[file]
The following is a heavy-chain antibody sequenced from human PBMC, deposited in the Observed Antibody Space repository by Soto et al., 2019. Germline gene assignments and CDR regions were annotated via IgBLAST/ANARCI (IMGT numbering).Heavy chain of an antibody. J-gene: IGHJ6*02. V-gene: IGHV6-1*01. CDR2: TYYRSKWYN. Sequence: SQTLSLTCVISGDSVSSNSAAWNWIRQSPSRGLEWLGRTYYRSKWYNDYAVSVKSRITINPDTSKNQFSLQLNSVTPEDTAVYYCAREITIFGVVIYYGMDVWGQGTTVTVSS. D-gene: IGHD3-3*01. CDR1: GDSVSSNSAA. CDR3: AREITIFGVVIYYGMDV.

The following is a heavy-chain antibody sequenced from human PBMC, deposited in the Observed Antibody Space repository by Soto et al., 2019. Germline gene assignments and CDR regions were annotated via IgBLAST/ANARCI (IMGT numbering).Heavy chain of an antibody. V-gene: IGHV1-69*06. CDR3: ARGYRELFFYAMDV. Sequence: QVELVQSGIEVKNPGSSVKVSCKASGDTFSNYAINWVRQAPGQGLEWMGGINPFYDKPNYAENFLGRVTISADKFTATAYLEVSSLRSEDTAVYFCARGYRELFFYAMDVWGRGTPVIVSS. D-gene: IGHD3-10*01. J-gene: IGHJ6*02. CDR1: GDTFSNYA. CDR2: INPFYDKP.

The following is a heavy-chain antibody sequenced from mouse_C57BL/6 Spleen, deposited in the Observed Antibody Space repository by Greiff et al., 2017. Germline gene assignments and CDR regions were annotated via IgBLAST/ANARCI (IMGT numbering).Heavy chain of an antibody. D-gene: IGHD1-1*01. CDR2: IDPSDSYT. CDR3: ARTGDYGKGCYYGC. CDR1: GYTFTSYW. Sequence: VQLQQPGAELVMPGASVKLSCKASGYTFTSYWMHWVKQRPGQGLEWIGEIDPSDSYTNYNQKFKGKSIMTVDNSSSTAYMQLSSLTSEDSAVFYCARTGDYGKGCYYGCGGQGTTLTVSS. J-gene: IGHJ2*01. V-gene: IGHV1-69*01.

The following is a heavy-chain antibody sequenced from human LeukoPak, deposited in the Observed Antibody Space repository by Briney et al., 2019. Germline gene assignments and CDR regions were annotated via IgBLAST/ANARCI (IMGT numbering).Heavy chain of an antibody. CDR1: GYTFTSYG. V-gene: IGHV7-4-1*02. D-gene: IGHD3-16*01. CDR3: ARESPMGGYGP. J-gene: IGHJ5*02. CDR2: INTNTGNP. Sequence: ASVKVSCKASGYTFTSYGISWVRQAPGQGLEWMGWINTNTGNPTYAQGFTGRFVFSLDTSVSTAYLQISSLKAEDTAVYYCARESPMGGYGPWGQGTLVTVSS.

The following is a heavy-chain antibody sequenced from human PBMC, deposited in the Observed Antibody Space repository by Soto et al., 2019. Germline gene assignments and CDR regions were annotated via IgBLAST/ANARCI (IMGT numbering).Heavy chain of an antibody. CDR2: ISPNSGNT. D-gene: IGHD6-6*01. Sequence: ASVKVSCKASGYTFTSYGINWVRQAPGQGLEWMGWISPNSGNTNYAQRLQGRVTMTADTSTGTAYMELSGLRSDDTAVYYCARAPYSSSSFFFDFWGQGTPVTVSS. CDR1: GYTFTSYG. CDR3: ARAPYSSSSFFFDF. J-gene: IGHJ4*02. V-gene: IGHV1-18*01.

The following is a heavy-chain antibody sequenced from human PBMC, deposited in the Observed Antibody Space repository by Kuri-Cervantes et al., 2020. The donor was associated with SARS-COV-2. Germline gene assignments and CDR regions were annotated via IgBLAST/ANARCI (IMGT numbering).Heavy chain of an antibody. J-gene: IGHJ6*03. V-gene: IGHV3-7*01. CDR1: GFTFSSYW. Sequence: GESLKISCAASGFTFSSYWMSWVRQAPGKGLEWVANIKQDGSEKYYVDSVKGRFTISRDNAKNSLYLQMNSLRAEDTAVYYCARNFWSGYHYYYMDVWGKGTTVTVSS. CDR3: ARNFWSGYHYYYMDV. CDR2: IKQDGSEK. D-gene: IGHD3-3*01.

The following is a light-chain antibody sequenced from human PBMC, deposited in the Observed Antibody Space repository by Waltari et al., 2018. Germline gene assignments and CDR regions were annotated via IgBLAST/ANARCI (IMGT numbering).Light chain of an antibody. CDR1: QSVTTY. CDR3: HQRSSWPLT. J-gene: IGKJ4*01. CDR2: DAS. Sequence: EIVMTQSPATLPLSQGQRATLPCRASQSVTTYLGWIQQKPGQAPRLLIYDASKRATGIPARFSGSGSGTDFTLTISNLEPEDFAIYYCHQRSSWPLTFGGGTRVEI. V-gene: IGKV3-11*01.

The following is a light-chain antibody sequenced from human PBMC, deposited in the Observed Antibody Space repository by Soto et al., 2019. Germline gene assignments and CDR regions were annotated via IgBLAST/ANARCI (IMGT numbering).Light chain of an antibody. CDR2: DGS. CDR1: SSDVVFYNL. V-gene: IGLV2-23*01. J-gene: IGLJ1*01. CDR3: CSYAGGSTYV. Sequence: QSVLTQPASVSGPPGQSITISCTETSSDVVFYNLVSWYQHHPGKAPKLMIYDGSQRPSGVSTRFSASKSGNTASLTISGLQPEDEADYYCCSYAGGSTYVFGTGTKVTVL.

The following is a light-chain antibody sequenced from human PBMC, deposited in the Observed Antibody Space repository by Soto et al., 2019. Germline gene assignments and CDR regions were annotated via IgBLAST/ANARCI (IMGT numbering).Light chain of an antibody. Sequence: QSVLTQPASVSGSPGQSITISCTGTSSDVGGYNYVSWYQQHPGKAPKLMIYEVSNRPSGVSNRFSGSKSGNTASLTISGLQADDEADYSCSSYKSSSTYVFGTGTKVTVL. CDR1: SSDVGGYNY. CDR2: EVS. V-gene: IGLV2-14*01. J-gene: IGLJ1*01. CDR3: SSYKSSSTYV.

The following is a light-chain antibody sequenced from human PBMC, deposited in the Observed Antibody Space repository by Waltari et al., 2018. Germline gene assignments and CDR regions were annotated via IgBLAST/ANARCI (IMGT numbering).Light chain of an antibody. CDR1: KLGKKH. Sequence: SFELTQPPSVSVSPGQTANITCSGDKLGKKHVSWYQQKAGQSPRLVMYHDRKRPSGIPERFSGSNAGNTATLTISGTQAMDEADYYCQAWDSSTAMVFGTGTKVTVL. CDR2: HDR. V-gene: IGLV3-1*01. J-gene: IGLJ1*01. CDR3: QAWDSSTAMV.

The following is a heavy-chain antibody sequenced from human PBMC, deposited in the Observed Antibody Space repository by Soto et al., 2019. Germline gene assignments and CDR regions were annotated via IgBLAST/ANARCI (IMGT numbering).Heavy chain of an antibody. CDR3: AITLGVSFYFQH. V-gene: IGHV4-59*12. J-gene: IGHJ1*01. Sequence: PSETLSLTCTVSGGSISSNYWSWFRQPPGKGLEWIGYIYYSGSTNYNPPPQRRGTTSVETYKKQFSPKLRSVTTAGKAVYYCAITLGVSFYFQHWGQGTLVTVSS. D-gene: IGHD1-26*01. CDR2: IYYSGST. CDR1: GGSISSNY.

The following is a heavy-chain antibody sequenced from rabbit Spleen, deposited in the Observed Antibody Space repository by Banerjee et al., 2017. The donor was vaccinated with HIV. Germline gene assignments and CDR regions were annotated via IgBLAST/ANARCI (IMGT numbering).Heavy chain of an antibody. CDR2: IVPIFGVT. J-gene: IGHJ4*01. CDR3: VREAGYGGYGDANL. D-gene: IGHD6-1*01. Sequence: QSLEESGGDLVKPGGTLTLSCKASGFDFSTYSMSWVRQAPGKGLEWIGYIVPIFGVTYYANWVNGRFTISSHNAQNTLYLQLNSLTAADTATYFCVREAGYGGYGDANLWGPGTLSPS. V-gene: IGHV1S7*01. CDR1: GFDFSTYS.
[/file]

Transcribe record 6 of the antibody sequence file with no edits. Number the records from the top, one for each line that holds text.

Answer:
The following is a heavy-chain antibody sequenced from human PBMC, deposited in the Observed Antibody Space repository by Kuri-Cervantes et al., 2020. The donor was associated with SARS-COV-2. Germline gene assignments and CDR regions were annotated via IgBLAST/ANARCI (IMGT numbering).Heavy chain of an antibody. J-gene: IGHJ6*03. V-gene: IGHV3-7*01. CDR1: GFTFSSYW. Sequence: GESLKISCAASGFTFSSYWMSWVRQAPGKGLEWVANIKQDGSEKYYVDSVKGRFTISRDNAKNSLYLQMNSLRAEDTAVYYCARNFWSGYHYYYMDVWGKGTTVTVSS. CDR3: ARNFWSGYHYYYMDV. CDR2: IKQDGSEK. D-gene: IGHD3-3*01.